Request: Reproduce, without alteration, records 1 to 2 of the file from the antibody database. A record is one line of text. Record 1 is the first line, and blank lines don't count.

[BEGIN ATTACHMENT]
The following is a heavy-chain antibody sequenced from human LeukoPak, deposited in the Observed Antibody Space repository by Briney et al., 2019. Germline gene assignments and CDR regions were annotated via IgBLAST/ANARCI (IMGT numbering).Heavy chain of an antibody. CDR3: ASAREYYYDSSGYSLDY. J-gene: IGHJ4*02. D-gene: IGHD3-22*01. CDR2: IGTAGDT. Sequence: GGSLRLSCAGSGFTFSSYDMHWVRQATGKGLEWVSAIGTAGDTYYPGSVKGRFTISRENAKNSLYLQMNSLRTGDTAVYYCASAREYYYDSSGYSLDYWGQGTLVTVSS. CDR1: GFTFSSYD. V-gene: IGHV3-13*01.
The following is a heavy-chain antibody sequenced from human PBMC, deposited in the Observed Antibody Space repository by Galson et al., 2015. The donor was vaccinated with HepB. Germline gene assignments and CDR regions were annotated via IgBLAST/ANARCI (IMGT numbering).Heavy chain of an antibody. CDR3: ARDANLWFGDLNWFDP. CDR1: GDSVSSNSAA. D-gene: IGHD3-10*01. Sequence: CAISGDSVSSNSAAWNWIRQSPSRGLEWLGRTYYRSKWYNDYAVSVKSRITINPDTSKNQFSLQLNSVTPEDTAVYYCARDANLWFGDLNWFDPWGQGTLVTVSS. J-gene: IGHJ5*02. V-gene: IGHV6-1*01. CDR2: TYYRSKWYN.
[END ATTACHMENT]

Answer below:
The following is a heavy-chain antibody sequenced from human LeukoPak, deposited in the Observed Antibody Space repository by Briney et al., 2019. Germline gene assignments and CDR regions were annotated via IgBLAST/ANARCI (IMGT numbering).Heavy chain of an antibody. CDR3: ASAREYYYDSSGYSLDY. J-gene: IGHJ4*02. D-gene: IGHD3-22*01. CDR2: IGTAGDT. Sequence: GGSLRLSCAGSGFTFSSYDMHWVRQATGKGLEWVSAIGTAGDTYYPGSVKGRFTISRENAKNSLYLQMNSLRTGDTAVYYCASAREYYYDSSGYSLDYWGQGTLVTVSS. CDR1: GFTFSSYD. V-gene: IGHV3-13*01.
The following is a heavy-chain antibody sequenced from human PBMC, deposited in the Observed Antibody Space repository by Galson et al., 2015. The donor was vaccinated with HepB. Germline gene assignments and CDR regions were annotated via IgBLAST/ANARCI (IMGT numbering).Heavy chain of an antibody. CDR3: ARDANLWFGDLNWFDP. CDR1: GDSVSSNSAA. D-gene: IGHD3-10*01. Sequence: CAISGDSVSSNSAAWNWIRQSPSRGLEWLGRTYYRSKWYNDYAVSVKSRITINPDTSKNQFSLQLNSVTPEDTAVYYCARDANLWFGDLNWFDPWGQGTLVTVSS. J-gene: IGHJ5*02. V-gene: IGHV6-1*01. CDR2: TYYRSKWYN.